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TheGalaxyTrio
2003-May-16, 01:01 AM
From: http://news.tbo.com/news/MGASDHZ4QFD.html

"Because of the pollution in our atmosphere, it's likely the moon will turn a deep red,'' Tampa astronomer Joseph Carr said. "This is what scared the pants off of people in ancient times.''

So, they had pollution in ancient times, huh? And pants.

Or does he mean all that oxygen and nitrogen cluttering up the atmosphere?

Am I misreading this, or does Carr need a smack upside the head?

russ_watters
2003-May-16, 01:15 AM
It should be illegal to practice astronomy without a license.

freddo
2003-May-16, 02:02 AM
It should be illegal to practice astronomy without a license.

Too discriminatory... Should read:

It should be illegal to practice astronomy without a brain.

frenat
2003-May-16, 03:37 AM
You think that's bad. Earlier this evening, the main page of Yahoo had an article titled "Lunar eclipse casts shadow on earth" It was changed about an hour later.

freddo
2003-May-16, 04:47 AM
Yahoo at least, do not parade as Astronomers. [shrug]

C.

Mirror Man
2003-May-16, 08:37 AM
You think that's bad. Earlier this evening, the main page of Yahoo had an article titled "Lunar eclipse casts shadow on earth" It was changed about an hour later.

I wish someone had captured a screen shot of that one :D

David Hall
2003-May-16, 04:57 PM
Forest fires and volcanic eruptions can put enough dust into the atmosphere to cause red moons. It doesn't have to be man-made pollution.

I caught a view of the Moon this evening and it was a very dark, ruddy orange color. It wasn't the eclipse, because it wasn't visible from here, so it must have been atmospheric particulates. Looked eerily like a penumbral lunar eclipse though.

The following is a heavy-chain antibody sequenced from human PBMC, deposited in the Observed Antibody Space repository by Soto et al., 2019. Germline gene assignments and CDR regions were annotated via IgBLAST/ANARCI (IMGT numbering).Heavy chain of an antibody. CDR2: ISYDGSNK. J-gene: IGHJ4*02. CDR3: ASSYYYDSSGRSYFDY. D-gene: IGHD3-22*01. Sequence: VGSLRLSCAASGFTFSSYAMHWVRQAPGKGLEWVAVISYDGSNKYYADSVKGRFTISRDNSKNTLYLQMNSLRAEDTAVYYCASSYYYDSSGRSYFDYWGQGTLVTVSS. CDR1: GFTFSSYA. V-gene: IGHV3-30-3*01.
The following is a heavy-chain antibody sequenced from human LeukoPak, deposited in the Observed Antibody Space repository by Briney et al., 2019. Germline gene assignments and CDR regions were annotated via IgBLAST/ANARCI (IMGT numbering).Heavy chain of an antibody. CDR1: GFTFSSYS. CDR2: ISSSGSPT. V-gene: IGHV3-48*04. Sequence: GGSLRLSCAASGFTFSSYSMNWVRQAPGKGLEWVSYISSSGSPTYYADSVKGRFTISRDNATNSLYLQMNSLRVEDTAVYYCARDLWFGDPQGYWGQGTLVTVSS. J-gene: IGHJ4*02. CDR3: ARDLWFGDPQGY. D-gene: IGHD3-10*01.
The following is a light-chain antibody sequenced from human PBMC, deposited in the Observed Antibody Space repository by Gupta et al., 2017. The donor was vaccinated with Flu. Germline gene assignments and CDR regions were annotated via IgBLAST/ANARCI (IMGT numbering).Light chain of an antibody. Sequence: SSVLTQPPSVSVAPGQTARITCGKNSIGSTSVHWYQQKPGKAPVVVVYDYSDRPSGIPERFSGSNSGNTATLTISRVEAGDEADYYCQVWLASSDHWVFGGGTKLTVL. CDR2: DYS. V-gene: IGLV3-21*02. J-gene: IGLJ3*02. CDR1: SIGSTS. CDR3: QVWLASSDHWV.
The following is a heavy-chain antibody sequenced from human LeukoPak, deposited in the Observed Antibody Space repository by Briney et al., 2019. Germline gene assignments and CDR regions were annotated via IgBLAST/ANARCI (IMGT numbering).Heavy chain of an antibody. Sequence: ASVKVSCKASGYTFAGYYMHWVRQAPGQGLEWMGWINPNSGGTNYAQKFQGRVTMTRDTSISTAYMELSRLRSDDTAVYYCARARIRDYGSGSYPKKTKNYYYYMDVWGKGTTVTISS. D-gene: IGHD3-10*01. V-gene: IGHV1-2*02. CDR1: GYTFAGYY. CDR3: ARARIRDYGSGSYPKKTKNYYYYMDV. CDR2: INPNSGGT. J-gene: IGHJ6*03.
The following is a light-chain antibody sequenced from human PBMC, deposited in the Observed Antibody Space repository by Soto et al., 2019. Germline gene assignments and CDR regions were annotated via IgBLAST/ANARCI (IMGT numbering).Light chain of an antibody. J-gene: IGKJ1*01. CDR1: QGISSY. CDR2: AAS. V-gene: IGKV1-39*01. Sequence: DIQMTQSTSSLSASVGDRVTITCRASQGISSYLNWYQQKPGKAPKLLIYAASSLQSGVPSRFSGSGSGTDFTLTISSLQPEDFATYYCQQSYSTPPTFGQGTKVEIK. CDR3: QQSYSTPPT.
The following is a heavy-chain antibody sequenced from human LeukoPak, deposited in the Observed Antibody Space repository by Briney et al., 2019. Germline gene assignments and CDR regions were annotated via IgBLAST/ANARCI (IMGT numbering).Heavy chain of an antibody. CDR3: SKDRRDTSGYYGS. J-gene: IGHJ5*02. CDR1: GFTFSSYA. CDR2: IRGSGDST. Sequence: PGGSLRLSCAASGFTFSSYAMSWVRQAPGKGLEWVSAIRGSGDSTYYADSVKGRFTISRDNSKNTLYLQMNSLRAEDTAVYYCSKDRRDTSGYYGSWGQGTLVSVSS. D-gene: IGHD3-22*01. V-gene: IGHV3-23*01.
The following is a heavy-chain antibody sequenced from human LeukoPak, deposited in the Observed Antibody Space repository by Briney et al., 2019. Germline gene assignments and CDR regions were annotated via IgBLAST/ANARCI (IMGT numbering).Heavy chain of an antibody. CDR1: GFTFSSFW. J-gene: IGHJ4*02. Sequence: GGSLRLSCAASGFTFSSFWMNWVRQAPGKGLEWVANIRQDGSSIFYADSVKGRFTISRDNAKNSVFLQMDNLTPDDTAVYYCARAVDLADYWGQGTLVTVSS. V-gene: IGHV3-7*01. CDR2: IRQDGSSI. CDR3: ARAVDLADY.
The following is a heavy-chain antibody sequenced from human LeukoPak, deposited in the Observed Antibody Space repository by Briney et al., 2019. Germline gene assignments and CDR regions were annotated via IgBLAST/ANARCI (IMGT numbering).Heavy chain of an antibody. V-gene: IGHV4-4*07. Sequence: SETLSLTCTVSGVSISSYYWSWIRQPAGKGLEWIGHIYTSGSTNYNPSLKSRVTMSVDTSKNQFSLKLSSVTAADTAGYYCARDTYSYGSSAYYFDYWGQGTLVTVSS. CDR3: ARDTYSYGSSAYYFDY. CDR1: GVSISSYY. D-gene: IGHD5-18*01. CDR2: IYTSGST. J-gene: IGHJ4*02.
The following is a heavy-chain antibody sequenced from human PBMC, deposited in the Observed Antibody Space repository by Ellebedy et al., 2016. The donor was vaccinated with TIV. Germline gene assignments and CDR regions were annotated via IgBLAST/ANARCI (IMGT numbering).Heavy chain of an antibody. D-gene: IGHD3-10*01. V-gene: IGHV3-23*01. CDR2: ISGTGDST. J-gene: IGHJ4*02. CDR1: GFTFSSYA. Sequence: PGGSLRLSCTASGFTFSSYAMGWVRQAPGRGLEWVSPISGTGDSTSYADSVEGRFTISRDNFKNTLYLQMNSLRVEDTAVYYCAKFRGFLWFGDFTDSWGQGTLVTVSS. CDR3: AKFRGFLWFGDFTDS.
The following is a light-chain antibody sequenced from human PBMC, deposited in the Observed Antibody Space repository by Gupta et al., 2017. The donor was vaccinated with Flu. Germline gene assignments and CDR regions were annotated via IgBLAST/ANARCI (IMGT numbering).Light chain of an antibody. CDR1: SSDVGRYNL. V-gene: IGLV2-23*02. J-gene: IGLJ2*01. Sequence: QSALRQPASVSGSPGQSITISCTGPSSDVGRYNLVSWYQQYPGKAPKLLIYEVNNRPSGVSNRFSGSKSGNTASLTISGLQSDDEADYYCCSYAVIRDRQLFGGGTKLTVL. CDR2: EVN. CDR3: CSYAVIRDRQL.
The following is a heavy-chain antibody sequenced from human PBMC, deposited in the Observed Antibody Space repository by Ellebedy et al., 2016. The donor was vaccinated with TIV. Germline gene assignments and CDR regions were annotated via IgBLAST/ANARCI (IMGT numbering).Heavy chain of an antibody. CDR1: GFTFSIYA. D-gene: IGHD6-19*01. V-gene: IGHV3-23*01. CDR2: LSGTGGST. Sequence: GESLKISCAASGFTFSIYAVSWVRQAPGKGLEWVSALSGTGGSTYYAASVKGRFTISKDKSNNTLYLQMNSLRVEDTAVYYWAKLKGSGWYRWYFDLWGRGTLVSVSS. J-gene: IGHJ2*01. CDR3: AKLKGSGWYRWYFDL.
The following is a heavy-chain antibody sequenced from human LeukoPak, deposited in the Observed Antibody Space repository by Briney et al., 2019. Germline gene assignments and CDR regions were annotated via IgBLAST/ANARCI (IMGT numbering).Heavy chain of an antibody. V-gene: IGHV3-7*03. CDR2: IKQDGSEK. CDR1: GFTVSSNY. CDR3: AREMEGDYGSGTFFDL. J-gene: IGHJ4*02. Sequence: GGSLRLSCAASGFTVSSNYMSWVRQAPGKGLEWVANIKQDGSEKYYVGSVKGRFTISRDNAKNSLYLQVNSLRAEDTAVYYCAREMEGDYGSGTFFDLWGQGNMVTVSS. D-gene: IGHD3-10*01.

Russ
2003-May-16, 07:05 PM
We must not have as polluted an atmosphere as the ancients. I watched the elipse last night and you really had to look closely to see any redness. It must be the spectacularly clean air around Cincinnati. :roll:

dgruss23
2003-May-16, 09:25 PM
I wouldn't know. I was too busy with "cloud pollution".

tracer
2003-May-17, 02:16 AM
You think that's bad. Earlier this evening, the main page of Yahoo had an article titled "Lunar eclipse casts shadow on earth" It was changed about an hour later.
Well ... I suppose that's not too far off. I mean, when the full moon is shining, it lights up the night side of the Earth a little bit. When the full moon is eclipsed, the night side of the Earth doesn't receive that little extra bit of moonlight. So it's kinda-sorta-maybe like a shadow.


(Personally, I thought the eclipsed moon looked like the Death Star.)

redrefractor
2003-May-19, 08:46 PM
I watched the eclipse from here in Sicily, so the moon was getting low in the SW haze when full eclipse occured. It was wild; our satellite just faded away! I could make it our through my 'scope for abut five minutes after we lost sight by eye, but it was just a charcoal disk, which vanished in the morning twilight.

Great eclipse!